A few days ago, I was asked whether I support drilling for gas and oil off North Carolinas coast. The question was spawned by Pat McCrorys decision to join the Outer Continental Shelf Governors Coalition. My questioner thinks if our governor gets the chance to drill, he will.
Of course, I answered. Weve got to help the poor people.
Fossil fuels, I argued, are the most effective anti-poverty tool the world has at its disposal. Education is the road to self-reliance, but affordable energy is what propels people to school and keeps the lights and the computers running at home and in the library. Without affordable energy, the poor have little chance to graduate into the middle class.
To make my point, I showed my skeptical friend a table of state unemployment rates at the end of 2012. North Dakota had the lowest at 3.2 percent. North Carolina had nearly the highest (47th) at 9.2 percent. Who would have thought 10 years ago that North Carolina, the business media darling with its high-tech and research sectors combined with a university system thats second to none, would trail North Dakota in job creation?
The difference is fossil fuels. Because North Dakota is producing low-cost energy through exploration and extraction of the Bakken shelf, that state has enjoyed the largest job, income and economic growth rates in the nation during the past five years. Compare that with North Carolina during the past four years. Our state, which doesnt produce a BTU of energy, has been forced to borrow $2.55 billion from the federal government to cover unemployment insurance costs.
It should come as no surprise that North Dakotas poverty rate is also among the nations lowest, 9.6 percent in 2011, according to the U.S. Census Bureau. North Carolinas poverty rate was 62 percent higher, at 15.6.
Admittedly, theres more to poverty than a lack of jobs, but employment is a must if we expect people to lift themselves into prosperity. And if jobs are to return to North Carolina in meaningful numbers, employers and the people they hire must have access to low-cost energy that means fossil fuels to power businesses, homes and vehicles.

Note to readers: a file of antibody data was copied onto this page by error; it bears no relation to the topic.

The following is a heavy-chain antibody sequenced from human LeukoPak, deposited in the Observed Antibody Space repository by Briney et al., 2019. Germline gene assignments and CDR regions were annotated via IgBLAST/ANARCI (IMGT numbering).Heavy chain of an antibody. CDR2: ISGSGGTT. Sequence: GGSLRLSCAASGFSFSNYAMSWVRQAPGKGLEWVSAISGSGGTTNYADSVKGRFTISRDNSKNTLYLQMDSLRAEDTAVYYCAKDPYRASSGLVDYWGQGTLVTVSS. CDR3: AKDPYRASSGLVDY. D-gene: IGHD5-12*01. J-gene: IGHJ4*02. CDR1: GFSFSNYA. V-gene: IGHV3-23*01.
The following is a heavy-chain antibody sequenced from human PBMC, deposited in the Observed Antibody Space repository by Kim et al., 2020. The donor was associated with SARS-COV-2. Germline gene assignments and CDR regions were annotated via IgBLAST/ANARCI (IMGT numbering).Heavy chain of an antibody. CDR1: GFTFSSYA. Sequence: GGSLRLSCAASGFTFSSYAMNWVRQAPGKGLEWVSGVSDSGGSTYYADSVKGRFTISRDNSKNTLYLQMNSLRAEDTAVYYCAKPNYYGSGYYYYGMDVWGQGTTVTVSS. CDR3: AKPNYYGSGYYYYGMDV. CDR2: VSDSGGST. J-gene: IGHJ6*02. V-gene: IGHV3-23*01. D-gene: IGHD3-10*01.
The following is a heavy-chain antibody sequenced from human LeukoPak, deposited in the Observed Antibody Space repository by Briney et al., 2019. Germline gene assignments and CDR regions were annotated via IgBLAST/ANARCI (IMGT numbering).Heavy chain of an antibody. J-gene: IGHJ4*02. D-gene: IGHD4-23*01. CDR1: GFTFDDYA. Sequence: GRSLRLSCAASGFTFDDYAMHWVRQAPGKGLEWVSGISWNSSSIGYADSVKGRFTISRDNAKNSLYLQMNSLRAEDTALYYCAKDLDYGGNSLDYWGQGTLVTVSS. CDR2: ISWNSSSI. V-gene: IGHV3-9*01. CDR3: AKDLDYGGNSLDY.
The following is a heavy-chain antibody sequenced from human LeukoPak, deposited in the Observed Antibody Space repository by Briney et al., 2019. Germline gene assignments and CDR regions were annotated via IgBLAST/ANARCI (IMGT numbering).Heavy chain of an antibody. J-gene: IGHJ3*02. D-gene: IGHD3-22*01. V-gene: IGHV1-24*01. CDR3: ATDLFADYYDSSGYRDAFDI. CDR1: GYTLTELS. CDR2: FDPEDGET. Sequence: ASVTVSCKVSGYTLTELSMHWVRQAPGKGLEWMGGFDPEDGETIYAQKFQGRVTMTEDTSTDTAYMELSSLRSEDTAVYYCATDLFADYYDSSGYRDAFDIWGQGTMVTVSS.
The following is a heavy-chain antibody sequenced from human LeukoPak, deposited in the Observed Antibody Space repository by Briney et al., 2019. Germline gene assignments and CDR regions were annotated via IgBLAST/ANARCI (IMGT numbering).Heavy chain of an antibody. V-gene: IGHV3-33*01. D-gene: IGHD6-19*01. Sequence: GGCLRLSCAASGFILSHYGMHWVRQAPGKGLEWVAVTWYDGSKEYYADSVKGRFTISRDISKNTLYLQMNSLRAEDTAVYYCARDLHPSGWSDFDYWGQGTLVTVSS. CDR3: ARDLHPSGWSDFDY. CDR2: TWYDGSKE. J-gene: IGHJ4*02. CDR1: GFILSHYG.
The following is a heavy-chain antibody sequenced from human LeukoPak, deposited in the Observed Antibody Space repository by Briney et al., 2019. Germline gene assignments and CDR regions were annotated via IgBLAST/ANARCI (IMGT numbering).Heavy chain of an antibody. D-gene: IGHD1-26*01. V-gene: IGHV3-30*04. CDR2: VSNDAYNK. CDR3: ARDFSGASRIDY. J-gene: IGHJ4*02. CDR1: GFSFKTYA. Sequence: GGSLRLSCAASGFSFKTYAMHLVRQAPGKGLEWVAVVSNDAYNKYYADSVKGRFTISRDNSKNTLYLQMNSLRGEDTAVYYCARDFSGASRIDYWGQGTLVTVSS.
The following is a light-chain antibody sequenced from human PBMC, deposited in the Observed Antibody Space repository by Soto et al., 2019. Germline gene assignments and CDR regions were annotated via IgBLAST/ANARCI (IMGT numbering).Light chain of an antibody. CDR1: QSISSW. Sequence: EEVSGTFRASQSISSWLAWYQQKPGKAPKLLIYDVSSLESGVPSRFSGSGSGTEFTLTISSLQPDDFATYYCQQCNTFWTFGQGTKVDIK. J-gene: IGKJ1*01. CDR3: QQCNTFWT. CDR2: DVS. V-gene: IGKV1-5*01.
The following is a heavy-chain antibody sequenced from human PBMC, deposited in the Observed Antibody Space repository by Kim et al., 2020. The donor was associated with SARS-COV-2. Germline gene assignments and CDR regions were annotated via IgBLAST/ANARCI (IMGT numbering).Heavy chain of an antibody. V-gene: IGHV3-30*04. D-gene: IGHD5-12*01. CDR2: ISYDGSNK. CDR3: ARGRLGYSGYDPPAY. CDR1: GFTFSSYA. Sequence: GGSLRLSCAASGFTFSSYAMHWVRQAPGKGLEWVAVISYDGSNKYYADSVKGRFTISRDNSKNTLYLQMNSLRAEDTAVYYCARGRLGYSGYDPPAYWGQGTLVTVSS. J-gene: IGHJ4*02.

When energy policy is debated, environmentalisms dirty little secret is often ignored. Nearly every climate mitigation policy carbon taxes, renewable energy, consumption reduction hits the poor the hardest.
Energy taxes, even with rebates, are inherently regressive. Renewable energy, in every form, is still prohibitively expensive. The promised green economy jobs are negligible. The small number that do exist often require a skill level most poor people dont have. And while the low-energy consumption lifestyle favored by environmentalists appeals to the Starbucks crowd, to many of the poor, its a denial of middle-class living standards.
The poverty dilemma facing environmentalists is even more pronounced outside the United States. The booming economies of the developing world, most notably China, India and Brazil, have been powered by low-cost fossil fuels. This boom has lifted millions out of abject, back-breaking poverty far more effectively than any program developed by governments or nongovernmental entities.
The reality we face is that the price for lifting people out of poverty around the world is higher carbon emissions.
Its a price a moral society needs to pay.
Human beings are also part of the environment, not intrusions. It is immoral to deny someone on the other side of the globe access to reliable electricity, clean water, a stable food supply and the ability to heat and cool their homes in order to prevent the planet from warming a couple degrees over the next 50 years or so.
While the exact effects of climate change are debatable, the benefits of investing in human capital today are not. There is no doubt that a richer, more educated populace will be better prepared for climate change. Who knows? They may even figure out how to mitigate its effects.
So go ahead, Governor. Drill, baby, drill.
Contributing columnist Rick Martinez (email@example.com) is news director at WPTF, NC News Network and SGRToday.com